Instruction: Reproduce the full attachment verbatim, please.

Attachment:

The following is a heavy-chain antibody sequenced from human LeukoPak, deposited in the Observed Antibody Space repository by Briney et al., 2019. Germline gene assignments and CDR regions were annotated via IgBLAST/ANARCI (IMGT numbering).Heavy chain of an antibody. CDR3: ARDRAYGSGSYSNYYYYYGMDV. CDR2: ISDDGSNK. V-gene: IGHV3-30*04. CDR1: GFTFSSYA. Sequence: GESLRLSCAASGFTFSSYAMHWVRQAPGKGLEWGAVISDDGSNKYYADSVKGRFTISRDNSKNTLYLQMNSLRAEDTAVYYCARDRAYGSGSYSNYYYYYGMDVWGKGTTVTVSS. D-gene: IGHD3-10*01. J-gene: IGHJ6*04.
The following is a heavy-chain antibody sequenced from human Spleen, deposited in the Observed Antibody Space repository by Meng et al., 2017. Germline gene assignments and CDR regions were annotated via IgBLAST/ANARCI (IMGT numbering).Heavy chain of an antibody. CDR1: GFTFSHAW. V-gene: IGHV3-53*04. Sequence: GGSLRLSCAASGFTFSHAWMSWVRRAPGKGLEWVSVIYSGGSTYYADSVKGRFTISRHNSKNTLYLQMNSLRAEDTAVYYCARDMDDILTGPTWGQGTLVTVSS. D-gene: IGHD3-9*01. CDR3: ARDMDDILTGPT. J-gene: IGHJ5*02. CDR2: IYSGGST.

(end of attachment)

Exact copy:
The following is a heavy-chain antibody sequenced from human LeukoPak, deposited in the Observed Antibody Space repository by Briney et al., 2019. Germline gene assignments and CDR regions were annotated via IgBLAST/ANARCI (IMGT numbering).Heavy chain of an antibody. CDR3: ARDRAYGSGSYSNYYYYYGMDV. CDR2: ISDDGSNK. V-gene: IGHV3-30*04. CDR1: GFTFSSYA. Sequence: GESLRLSCAASGFTFSSYAMHWVRQAPGKGLEWGAVISDDGSNKYYADSVKGRFTISRDNSKNTLYLQMNSLRAEDTAVYYCARDRAYGSGSYSNYYYYYGMDVWGKGTTVTVSS. D-gene: IGHD3-10*01. J-gene: IGHJ6*04.
The following is a heavy-chain antibody sequenced from human Spleen, deposited in the Observed Antibody Space repository by Meng et al., 2017. Germline gene assignments and CDR regions were annotated via IgBLAST/ANARCI (IMGT numbering).Heavy chain of an antibody. CDR1: GFTFSHAW. V-gene: IGHV3-53*04. Sequence: GGSLRLSCAASGFTFSHAWMSWVRRAPGKGLEWVSVIYSGGSTYYADSVKGRFTISRHNSKNTLYLQMNSLRAEDTAVYYCARDMDDILTGPTWGQGTLVTVSS. D-gene: IGHD3-9*01. CDR3: ARDMDDILTGPT. J-gene: IGHJ5*02. CDR2: IYSGGST.